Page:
ONE AFTERNOON IN JULY THIS YEAR, inside the air-conditioned Mumbai office of the music company Only Much Louder (OML), 25 or so employees in their mid- to late-20s sat staring keenly into laptops on either side of a long table dividing the office’s expansive central area. The next installment of the company’s music festival NH7 Weekender was scheduled to be held in the outskirts of Pune in November, four months away, but its organisers had already finalised the line-up of bands that would play, and had moved on to the next stage of planning. Communication between the young employees was brisk and efficient: questions were asked precisely, answers provided instantly, decisions were taken without hesitation. The office had the kind of buzz one would expect to find in a newsroom.
Inside a separate room at the far end of the office, two curly-haired men sat editing videos on their 24-inch iMacs, while OML co-founder Girish ‘Bobby’ Talwar, wearing a T-shirt and shorts, reclined on a bed behind them, playing with his Blackberry. At the other end of the office sat Dhruv Jagasia, who, before joining OML in 2011, had served as the manager of Indian Ocean, the band often credited with kick-starting the genre of Indian fusion rock. A large, voluble man with a handlebar moustache, Jagasia is now NH7 Weekender’s festival director, in charge of the company’s most recognised undertaking.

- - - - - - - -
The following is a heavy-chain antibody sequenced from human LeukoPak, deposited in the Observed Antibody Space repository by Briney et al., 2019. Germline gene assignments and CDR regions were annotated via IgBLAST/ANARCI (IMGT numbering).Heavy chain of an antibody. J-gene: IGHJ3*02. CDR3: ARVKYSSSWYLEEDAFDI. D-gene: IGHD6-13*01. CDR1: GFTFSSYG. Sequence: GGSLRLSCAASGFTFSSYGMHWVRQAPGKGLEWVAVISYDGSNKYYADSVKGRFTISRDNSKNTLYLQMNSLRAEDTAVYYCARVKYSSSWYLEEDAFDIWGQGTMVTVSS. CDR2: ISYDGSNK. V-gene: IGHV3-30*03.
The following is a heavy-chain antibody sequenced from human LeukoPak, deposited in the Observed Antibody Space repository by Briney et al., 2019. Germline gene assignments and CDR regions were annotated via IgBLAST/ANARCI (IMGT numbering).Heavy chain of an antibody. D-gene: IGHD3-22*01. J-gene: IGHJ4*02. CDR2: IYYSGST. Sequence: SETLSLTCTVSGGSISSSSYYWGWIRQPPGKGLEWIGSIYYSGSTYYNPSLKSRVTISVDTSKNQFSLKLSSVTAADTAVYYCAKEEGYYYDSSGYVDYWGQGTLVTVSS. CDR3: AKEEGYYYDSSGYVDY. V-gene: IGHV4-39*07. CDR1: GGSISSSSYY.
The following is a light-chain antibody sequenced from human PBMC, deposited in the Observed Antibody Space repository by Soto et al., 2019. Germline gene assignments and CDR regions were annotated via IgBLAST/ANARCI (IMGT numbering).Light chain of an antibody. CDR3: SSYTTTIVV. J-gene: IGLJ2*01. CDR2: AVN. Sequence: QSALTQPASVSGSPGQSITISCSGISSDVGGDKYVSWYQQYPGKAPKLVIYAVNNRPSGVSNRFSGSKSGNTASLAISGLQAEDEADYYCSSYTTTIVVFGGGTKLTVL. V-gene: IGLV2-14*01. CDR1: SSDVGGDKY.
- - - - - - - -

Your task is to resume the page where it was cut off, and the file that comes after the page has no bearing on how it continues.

Neither Jagasia nor Talwar have their own cabins in the office, an arrangement that will persist even when OML expands into a 10,000-square feet space in October this year. The move is in anticipation of an expansion in the company’s workforce—by next January, OML plans to add nearly 45 people to its current 75-person-strong staff. The employees will occupy an office free of dress codes, monotonous eight-hour shifts and sterile conference rooms; instead, the space will be equipped with features that may call its categorisation as an office into question—like the employee bar planned for the mezzanine.